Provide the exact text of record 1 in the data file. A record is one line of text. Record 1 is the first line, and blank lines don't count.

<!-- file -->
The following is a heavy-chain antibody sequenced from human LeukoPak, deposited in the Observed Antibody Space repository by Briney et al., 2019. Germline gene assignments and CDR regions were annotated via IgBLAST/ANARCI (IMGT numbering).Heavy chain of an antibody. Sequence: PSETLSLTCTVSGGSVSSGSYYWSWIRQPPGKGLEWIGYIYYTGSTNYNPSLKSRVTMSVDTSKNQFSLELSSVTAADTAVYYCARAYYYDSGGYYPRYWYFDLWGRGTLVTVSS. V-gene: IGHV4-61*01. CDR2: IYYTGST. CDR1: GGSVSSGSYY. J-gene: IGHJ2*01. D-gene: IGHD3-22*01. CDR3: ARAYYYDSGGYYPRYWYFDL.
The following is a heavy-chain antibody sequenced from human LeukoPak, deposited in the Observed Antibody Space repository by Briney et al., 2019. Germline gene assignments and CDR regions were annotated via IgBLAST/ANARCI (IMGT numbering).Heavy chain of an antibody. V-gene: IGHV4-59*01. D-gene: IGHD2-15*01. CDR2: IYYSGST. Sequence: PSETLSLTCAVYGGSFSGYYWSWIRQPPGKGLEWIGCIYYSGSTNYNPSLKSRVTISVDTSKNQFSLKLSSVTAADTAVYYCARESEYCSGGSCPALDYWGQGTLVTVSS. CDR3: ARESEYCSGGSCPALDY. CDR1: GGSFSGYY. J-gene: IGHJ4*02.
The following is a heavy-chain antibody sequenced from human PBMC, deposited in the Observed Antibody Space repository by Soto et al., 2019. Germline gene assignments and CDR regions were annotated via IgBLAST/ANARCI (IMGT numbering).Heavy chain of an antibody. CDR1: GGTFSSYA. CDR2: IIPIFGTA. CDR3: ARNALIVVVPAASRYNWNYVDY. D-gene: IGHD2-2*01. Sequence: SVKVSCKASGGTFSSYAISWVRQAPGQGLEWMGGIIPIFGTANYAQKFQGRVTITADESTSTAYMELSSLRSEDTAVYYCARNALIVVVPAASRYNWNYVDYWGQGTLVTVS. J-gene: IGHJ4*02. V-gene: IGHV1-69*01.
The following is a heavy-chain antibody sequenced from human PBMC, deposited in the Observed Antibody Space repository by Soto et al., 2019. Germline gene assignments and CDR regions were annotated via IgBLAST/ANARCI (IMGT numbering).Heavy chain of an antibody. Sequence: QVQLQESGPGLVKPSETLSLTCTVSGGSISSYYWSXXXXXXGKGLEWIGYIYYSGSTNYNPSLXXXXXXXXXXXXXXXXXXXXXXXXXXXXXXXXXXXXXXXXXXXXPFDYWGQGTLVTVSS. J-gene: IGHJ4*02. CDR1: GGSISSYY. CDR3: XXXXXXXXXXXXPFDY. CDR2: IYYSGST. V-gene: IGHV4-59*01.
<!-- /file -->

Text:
The following is a heavy-chain antibody sequenced from human LeukoPak, deposited in the Observed Antibody Space repository by Briney et al., 2019. Germline gene assignments and CDR regions were annotated via IgBLAST/ANARCI (IMGT numbering).Heavy chain of an antibody. Sequence: PSETLSLTCTVSGGSVSSGSYYWSWIRQPPGKGLEWIGYIYYTGSTNYNPSLKSRVTMSVDTSKNQFSLELSSVTAADTAVYYCARAYYYDSGGYYPRYWYFDLWGRGTLVTVSS. V-gene: IGHV4-61*01. CDR2: IYYTGST. CDR1: GGSVSSGSYY. J-gene: IGHJ2*01. D-gene: IGHD3-22*01. CDR3: ARAYYYDSGGYYPRYWYFDL.